I became a were-walrus?! Cool.

    As for ColdJ, granted. However, your increase in creativity is limited to the niche of drawing lousy memes.

    I wish for were-walrus to become the next big meme.

  8. Granted. Before you is a bowl of delicious baked beans for dinner. As you proceed to dig into your meal, you are approached by two middle aged ladies holding clip boards. "Would you like to take a survey?!", they ask in unison. From here on out, you are endlessly peppered with questions related to beans and George Wendt.

    I wish for for an undisturbed viewing of the eclipse on the 8th.

  9. Granted. Behold a sandwich materializes before you. It is comprised of two slices of bread. So far so good. Each slide is slathered with the appropriate amount of mayo and trimmed with whichever cheese suits your fancy. As for the meat; it is monkey's brain which has the texture of snot but I am told the taste is out of this world.

    I wish for a hearty vegetable soup.

  10. Granted. A woodpecker arrives at your home and proceeds to play the song of its people for hours, drumming, drumming upon your chamber door.

    I wish that the 3.5 mm headphone port on my phone would go back to being functional once more, in a way that does not compromise the functionality and utility of the rest of the phone.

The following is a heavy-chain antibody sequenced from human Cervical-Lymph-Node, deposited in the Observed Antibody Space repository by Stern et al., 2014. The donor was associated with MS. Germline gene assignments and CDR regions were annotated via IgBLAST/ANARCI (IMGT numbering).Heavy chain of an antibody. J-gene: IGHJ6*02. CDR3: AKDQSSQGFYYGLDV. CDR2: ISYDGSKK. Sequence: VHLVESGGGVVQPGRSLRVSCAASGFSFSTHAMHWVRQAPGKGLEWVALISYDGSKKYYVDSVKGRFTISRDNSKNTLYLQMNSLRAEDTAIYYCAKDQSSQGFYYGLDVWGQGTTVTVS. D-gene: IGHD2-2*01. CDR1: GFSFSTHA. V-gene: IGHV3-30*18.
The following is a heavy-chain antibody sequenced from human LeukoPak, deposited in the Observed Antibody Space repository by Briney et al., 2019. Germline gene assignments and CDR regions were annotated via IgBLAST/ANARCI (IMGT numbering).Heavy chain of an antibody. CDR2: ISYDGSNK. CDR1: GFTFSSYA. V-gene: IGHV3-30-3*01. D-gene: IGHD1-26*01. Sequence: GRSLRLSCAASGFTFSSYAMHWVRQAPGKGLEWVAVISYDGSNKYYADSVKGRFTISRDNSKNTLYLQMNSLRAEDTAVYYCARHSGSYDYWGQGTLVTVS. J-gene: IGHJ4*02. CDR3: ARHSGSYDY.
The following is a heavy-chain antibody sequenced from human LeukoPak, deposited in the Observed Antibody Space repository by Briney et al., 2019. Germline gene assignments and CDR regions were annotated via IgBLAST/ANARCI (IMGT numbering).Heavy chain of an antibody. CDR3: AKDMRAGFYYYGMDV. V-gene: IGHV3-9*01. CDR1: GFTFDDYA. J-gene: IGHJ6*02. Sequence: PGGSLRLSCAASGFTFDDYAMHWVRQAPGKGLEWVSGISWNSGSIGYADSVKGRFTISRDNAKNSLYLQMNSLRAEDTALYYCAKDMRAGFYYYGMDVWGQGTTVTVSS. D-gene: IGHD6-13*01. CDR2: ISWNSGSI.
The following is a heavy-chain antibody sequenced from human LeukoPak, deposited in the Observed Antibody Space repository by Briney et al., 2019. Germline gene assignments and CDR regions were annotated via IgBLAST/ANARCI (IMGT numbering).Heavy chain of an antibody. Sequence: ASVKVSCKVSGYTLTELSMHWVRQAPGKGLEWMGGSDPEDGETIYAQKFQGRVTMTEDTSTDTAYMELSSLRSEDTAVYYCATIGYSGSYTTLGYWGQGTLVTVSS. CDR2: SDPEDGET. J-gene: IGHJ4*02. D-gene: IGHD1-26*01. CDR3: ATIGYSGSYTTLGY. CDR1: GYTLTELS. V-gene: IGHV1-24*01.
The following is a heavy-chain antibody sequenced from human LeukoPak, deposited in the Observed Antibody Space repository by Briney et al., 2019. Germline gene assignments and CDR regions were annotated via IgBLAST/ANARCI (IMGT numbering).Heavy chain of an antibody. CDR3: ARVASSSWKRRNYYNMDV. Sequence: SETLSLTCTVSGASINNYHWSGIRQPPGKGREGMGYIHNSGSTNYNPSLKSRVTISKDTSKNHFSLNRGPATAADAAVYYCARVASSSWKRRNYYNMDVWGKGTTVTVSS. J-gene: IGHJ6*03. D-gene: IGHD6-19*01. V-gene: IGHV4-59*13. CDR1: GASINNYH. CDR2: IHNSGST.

11.  

    39 minutes ago, TwoCalories said:

    Granted. You try it and go to the ER with a broken pinky.

    I wish pinky toes had a purpose other than get bumped into table legs and causing extreme pain.

    Granted. Your pinky toes double as olfactory organs. Thus your world constantly reeks of stinky-feet. This is in addition to the prospect of bumping them into table legs and experiencing the extreme pain that ensues. You're welcome.

    I wish future generations are not cursed with accessory nails on their pinky toes.

  12. 4 hours ago, tater said:

    They should have been working starting April 21 IMO. FAA has experience with this stuff, Fish and Wildlife doesn't. They are government employees, so it's safe to assume they are the B team anyway (A team quality people would be doing literally any other work). (NASA is about the only exception to this paradigm I can think of)

    You would have wanted them to commence work on assessing the impact of flame mitigation system that had not even been implemented at the time and of which a final configuration was not really fleshed out till around the May or June time-frame?

  13. 1 hour ago, CatastrophicFailure said:

    No. Incorrect. Wrong. 

    Unless you think building a launch site in, say, the middle of downtown Corpus Christi is somehow a valid choice. As others have pointed out, there is literally nowhere else in the US they could have placed a launch site without ruffling SOMEone’s feathers. The lesser of evils really isn’t much of a choice.

    I concur with Sunlit, the existence and continued development of Starship facilities at LC-39A demonstrates an alternative option.

  14. G'day mate. Your wish has been granted. You're in Esperance, Australia, July 12th 1979. It is just past the midnight hour. You are standing in the midst of the outback when you see bright streaks in the night sky. One appears almost motionless for a short while, but then appear to draw nearer. Get ready to receive Skylab, albeit, a giant chuck of it.

    I wish to visit the last of the Babylon stations, that shining beacon in space, all alone in the night.